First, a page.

In Northern Norway, the fish bite best in winter. Get an easy catch when skrei (migrating cod) appear by the coast, go ice fishing or try king crab fishing.
Some of the worlds best deep-sea fishing waters can be found off the coast in Northern Norway. Many people stay for weeks in the small fishing villages while trying their luck at sea. In March every year, passionate sea anglers and happy amateur fishermen from all over the world come to the Lofoten Islands to take part in the World Championship in cod fishing, landing giant cods of up to 30 kilos.
But the low-season in Northern Norway is not "just" about cod - it is also about the spectacular northern lights above your head, exciting whale or king crab safaris, and mile after mile of skiing adventures.
Offersøy, situated at the southern tip of Norway’s largest island Hinnøya, was a prosperous fishing village already 200 years ago. Today it is a charming family friendly holiday resort with rooms, cottages, rorbuer (traditional fishermen’s cabins) and holiday houses to rent, as well as a camp site.
Experience the area for yourself at the best time in March or April, when migrating Atlantic cod (skrei) from the Barents Sea come to spawn in the Vestfjorden.
The islands of Lofoten have had the biggest cod fishing industry in the world for many generations.
From 15 March to 30 April 2017, Offersøy Feriesenter welcomes groups who are interested in winter fishing. A 27-feet fishing boat with a skipper is available to rent, as are several 17-feet boats with 50 hp engines, echo sounder and chartplotter. Accommodation is arranged in rooms, cottages or rorbuer with self-catering facilities. Meals may be added at an extra cost.
Price from NOK 4,900 per person for 3 nights (based on 4 people sharing a rorbu with ready made beds) including two fishing trips with a local captain, fishing rods and fisherman suits and transport to and from Evenes airport.
The stories from the island are so wild you won’t believe them until you have experienced them yourself. Don’t be satisfied with small fish – come to Big Fish Adventure for the big catch, any time of year!
From NOK 28,900 per week in a house for six people, including two 19 feet, 50 hp boats.
In May, huge shoals of cod of 3 to 10 kilos (6 to 22 lb) feed on sand eels over the shallow sandy areas outside the fjord. Last year, the fish finder showed cod stacked from the surface all the way to the bottom.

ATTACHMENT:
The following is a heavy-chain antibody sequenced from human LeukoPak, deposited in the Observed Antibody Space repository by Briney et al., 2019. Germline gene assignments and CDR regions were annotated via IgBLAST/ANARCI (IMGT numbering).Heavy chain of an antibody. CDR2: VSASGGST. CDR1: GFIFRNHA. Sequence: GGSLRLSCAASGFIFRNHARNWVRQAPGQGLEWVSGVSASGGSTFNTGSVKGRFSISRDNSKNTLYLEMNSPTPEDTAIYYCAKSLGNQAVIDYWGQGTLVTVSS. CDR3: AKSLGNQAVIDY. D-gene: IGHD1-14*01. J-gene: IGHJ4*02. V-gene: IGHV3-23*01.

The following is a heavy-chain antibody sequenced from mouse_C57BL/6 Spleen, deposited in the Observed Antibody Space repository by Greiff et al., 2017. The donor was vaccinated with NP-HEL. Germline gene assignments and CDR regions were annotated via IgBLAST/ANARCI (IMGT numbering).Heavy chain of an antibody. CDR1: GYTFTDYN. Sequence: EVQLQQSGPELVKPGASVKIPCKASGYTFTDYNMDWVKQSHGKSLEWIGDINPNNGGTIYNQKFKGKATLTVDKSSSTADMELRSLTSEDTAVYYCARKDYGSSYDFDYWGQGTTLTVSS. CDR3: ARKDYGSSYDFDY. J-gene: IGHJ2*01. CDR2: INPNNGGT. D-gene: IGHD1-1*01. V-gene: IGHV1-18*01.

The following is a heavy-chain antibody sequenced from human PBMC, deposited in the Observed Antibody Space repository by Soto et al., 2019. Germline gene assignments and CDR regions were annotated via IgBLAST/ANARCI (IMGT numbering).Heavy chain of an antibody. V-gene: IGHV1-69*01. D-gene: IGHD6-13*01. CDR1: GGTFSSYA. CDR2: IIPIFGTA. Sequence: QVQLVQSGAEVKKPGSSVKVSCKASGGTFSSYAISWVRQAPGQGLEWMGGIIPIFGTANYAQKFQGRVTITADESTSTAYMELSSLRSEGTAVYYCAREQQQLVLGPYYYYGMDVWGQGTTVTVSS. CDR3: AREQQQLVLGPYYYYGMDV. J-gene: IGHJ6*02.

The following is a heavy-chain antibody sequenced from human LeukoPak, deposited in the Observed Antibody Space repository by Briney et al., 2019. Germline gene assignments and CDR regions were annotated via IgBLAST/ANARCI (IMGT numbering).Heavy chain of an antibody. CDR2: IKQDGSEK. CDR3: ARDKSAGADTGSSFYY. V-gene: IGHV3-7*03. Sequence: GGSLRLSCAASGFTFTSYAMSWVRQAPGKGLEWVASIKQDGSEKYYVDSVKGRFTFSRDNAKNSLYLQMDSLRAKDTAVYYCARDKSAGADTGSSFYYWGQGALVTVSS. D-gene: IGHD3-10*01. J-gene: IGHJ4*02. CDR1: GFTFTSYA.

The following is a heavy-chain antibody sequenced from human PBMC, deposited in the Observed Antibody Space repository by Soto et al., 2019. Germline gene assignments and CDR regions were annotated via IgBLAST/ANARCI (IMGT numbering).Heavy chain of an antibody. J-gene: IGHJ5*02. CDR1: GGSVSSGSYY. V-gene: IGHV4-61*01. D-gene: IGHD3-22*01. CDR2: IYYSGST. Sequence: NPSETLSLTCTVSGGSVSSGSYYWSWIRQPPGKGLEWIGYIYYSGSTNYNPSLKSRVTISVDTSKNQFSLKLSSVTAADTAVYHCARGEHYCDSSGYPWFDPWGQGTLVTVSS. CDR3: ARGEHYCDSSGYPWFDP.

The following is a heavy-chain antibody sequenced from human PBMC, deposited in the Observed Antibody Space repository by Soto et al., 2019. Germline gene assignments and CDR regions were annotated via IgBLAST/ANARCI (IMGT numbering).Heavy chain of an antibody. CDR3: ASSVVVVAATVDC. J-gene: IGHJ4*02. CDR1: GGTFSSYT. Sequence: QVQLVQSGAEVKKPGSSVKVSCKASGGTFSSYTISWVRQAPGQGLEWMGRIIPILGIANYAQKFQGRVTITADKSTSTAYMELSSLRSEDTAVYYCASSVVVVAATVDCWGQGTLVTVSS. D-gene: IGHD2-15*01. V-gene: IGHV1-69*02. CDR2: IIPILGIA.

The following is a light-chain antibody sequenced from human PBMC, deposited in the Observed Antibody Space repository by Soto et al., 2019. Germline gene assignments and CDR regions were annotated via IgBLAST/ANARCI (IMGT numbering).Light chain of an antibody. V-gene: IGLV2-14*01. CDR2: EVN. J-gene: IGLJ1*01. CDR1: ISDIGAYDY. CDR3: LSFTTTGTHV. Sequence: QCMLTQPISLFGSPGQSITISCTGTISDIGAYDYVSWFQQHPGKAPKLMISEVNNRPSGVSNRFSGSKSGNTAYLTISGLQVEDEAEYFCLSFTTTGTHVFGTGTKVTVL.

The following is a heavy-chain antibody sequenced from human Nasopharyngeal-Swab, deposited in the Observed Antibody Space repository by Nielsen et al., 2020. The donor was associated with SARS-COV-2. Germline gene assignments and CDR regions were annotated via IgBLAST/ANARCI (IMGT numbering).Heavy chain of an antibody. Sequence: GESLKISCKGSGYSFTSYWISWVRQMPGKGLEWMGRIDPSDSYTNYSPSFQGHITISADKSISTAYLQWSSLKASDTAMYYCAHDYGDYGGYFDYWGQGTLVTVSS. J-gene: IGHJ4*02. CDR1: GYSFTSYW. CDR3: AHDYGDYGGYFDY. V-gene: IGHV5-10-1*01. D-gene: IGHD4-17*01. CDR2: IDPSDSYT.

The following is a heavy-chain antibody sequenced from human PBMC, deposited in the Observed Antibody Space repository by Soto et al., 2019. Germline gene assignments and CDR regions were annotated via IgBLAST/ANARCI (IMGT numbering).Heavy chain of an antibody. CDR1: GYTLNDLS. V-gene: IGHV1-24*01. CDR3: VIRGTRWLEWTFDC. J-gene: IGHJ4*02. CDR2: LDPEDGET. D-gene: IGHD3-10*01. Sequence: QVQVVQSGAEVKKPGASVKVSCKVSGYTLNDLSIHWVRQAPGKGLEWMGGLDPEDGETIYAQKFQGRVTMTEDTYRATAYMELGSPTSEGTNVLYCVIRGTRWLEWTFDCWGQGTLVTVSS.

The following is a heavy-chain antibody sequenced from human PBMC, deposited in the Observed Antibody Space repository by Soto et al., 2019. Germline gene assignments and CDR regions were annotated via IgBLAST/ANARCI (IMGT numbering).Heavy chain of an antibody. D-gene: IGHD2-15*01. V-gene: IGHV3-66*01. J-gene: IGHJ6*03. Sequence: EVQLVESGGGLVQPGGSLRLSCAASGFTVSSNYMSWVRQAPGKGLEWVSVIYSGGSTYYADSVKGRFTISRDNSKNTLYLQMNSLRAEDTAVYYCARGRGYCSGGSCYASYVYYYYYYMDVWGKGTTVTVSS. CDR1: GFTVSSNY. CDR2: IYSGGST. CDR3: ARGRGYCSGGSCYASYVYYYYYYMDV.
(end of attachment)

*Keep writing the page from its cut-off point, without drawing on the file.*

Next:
Another spring highlight is the arrival of the coalfish in May and June. The coalfish range from 3 to 10 kilos (6 to 22 lb) and the most effective baits are soft bait shads and small coalfish. The Lauklines area also offers good fishing for wolf fish, haddock, tusk, redfish and enormous flatfish.
The biggest halibut tend to appear in the autumn, and you can catch them on soft shads at about 50 metres. During the autumn months you can also enjoy light tackle fishing for plaice weighing around 2 kilos (4.4 lb) on average. The largest plaice measured in at 3.96 kilo (7 lb). Be ready for a long and tough fight.
The village of Nusfjord is located in the Lofoten Islands in Northern Norway. It is one of the oldest fishing villages in Norway and one of the best preserved. To experience the village to the full, stay in one of the 50 traditional rorbus (fishermen's cabin), many of which date back to the late 19th and early 20th centuries. Settlements in the area go back a lot further however – archaeologists have found traces of human activity dating back to the fifth century. There are also modern and well-equipped rorbus.
During the summers, some 50,000 tourists descend on Nusfjord. In sharp contrast to the busy tourist season, the winters offer peace and quiet in the village while life under the surface at sea is buzzing with activity.
Avoid the crowds and soak up the special atmosphere of a traditional fishing village against the backdrop of gorgeous, white mountain tops – it is ideal for everyone who longs for a calm, cosy fishing holiday. Cod is the most common species, but you can also find halibut, coalfish, pollock and haddock.
Situated above the Arctic Circle at 68 degrees north, you are also in the land of the northern lights. Stay for more than a few days to increase your chances of seeing this remarkable natural phenomenon.